Secure unit authentication requires that you have an authentication server group configured for the tunnel group the hardware client(s) use.

If you require secure unit authentication on the primary FWSM, be sure to configure it on any backup servers as well.

Examples

The following example shows how to enable secure unit authentication for the group policy named FirstGroup:

hostname(config)# group-policy FirstGroup attributes
hostname(config-group-policy)# secure-unit-authentication enable

Related Commands

Command
Description

ip-phone-bypass

Lets IP phones connect without undergoing user authentication. Secure unit authentication remains in effect.

leap-bypass

Lets LEAP packets from wireless devices behind a VPN hardware client travel across a VPN tunnel prior to user authentication, when enabled. This lets workstations using Cisco wireless access point devices establish LEAP authentication. Then they authenticate again per user authentication.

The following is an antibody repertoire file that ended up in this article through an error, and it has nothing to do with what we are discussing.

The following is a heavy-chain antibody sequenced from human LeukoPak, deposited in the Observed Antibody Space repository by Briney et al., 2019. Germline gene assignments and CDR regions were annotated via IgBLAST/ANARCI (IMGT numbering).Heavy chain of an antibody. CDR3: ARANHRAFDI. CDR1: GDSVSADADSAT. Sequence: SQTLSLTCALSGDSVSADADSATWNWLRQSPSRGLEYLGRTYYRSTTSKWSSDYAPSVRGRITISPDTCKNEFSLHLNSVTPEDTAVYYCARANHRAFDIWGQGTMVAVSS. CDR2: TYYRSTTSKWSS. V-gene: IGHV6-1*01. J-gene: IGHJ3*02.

user-authentication

Requires users behind a hardware client to identify themselves to the FWSM before connecting.


security-level

To set the security level of an interface, use the security-level command in interface configuration mode. To set the security level to the default, use the no form of this command. The security level protects higher security networks from lower security networks by imposing additional protection between the two.

security-level number

no security-level

Syntax Description

number

An integer between 0 (lowest) and 100 (highest).


Defaults

By default, the security level is 0.

If you name an interface "inside" and you do not set the security level explicitly, then the FWSM sets the security level to 100 (see the nameif command). You can change this level if desired.

Command Modes

The following table shows the modes in which you can enter the command:

Command Mode
Firewall Mode
Security Context
Routed
Transparent
Single
Multiple
Context
System

Interface configuration


Command History

Release
Modification

3.1(1)

This command was introduced. It moved from a keyword of the nameif command to an interface configuration mode command.


Usage Guidelines

The level controls the following behavior:

Inspection engines—Some inspection engines are dependent on the security level. For same security interfaces, inspection engines apply to traffic in either direction.